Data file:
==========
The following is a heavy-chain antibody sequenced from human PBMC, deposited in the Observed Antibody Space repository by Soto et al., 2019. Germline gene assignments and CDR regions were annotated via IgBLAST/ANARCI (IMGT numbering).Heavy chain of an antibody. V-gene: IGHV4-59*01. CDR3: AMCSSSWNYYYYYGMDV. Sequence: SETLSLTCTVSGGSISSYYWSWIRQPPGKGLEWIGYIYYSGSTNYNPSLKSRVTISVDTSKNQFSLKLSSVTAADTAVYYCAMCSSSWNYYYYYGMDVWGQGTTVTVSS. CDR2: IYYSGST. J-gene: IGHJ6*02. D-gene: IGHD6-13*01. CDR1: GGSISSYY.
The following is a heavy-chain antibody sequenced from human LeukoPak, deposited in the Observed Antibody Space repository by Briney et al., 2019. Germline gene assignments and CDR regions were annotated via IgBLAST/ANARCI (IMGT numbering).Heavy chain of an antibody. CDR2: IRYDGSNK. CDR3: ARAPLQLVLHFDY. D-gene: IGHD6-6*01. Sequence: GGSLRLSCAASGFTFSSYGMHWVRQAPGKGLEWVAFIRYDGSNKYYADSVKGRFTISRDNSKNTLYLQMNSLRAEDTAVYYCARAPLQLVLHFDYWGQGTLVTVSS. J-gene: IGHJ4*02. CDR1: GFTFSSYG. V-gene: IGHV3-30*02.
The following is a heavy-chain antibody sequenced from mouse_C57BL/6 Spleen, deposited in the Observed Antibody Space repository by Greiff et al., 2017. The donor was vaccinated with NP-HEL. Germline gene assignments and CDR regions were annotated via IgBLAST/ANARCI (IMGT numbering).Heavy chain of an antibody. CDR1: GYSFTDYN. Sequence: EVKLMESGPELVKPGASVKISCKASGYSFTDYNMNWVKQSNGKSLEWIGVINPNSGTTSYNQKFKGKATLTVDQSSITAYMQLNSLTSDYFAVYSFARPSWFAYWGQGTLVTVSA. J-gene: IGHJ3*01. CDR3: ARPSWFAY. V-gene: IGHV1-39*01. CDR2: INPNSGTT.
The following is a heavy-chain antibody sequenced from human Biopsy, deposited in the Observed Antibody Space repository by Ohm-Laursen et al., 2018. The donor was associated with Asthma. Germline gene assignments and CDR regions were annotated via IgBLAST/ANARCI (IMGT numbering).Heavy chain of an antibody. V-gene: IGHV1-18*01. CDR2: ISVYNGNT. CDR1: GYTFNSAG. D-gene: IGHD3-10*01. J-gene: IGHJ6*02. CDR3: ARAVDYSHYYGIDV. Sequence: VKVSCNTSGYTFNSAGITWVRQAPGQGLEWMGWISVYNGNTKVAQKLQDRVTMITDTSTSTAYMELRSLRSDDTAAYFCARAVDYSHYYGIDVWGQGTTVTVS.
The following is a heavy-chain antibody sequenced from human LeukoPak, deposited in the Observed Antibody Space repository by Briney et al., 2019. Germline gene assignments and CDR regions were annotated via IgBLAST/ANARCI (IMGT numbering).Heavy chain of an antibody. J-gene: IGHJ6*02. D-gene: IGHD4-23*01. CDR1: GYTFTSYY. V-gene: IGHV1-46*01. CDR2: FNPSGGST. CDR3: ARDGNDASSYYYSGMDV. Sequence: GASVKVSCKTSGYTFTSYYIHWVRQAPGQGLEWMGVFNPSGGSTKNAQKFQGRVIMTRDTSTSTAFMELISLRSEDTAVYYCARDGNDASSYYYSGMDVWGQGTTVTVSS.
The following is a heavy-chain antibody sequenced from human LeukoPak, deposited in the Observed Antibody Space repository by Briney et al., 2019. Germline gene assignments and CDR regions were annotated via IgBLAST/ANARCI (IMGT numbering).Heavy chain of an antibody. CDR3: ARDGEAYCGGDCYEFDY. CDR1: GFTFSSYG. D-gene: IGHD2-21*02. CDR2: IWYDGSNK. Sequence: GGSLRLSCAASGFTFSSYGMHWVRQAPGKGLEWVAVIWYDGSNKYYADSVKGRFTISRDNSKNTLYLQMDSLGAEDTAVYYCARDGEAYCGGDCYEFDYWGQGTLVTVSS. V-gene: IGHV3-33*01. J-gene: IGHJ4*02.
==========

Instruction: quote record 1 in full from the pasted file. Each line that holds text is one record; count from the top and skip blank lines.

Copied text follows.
The following is a heavy-chain antibody sequenced from human PBMC, deposited in the Observed Antibody Space repository by Soto et al., 2019. Germline gene assignments and CDR regions were annotated via IgBLAST/ANARCI (IMGT numbering).Heavy chain of an antibody. V-gene: IGHV4-59*01. CDR3: AMCSSSWNYYYYYGMDV. Sequence: SETLSLTCTVSGGSISSYYWSWIRQPPGKGLEWIGYIYYSGSTNYNPSLKSRVTISVDTSKNQFSLKLSSVTAADTAVYYCAMCSSSWNYYYYYGMDVWGQGTTVTVSS. CDR2: IYYSGST. J-gene: IGHJ6*02. D-gene: IGHD6-13*01. CDR1: GGSISSYY.